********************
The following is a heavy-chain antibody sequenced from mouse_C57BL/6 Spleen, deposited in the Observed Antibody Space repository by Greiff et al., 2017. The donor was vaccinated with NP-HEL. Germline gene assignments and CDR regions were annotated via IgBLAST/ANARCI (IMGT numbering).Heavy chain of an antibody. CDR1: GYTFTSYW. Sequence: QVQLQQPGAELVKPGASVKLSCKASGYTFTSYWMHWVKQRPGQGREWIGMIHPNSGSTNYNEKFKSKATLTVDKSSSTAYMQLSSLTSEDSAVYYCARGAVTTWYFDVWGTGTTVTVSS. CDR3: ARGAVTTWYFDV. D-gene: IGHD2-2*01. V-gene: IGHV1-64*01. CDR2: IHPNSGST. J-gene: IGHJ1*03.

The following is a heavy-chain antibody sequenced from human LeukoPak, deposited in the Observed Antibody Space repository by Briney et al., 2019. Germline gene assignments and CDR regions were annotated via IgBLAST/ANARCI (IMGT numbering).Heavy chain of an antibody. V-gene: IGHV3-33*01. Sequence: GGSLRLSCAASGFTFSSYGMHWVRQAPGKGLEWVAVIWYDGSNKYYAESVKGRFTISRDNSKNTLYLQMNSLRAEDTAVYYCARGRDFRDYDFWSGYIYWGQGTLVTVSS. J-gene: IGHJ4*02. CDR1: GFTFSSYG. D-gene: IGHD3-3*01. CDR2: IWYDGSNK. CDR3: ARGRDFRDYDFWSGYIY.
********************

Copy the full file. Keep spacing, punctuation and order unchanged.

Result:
The following is a heavy-chain antibody sequenced from mouse_C57BL/6 Spleen, deposited in the Observed Antibody Space repository by Greiff et al., 2017. The donor was vaccinated with NP-HEL. Germline gene assignments and CDR regions were annotated via IgBLAST/ANARCI (IMGT numbering).Heavy chain of an antibody. CDR1: GYTFTSYW. Sequence: QVQLQQPGAELVKPGASVKLSCKASGYTFTSYWMHWVKQRPGQGREWIGMIHPNSGSTNYNEKFKSKATLTVDKSSSTAYMQLSSLTSEDSAVYYCARGAVTTWYFDVWGTGTTVTVSS. CDR3: ARGAVTTWYFDV. D-gene: IGHD2-2*01. V-gene: IGHV1-64*01. CDR2: IHPNSGST. J-gene: IGHJ1*03.

The following is a heavy-chain antibody sequenced from human LeukoPak, deposited in the Observed Antibody Space repository by Briney et al., 2019. Germline gene assignments and CDR regions were annotated via IgBLAST/ANARCI (IMGT numbering).Heavy chain of an antibody. V-gene: IGHV3-33*01. Sequence: GGSLRLSCAASGFTFSSYGMHWVRQAPGKGLEWVAVIWYDGSNKYYAESVKGRFTISRDNSKNTLYLQMNSLRAEDTAVYYCARGRDFRDYDFWSGYIYWGQGTLVTVSS. J-gene: IGHJ4*02. CDR1: GFTFSSYG. D-gene: IGHD3-3*01. CDR2: IWYDGSNK. CDR3: ARGRDFRDYDFWSGYIY.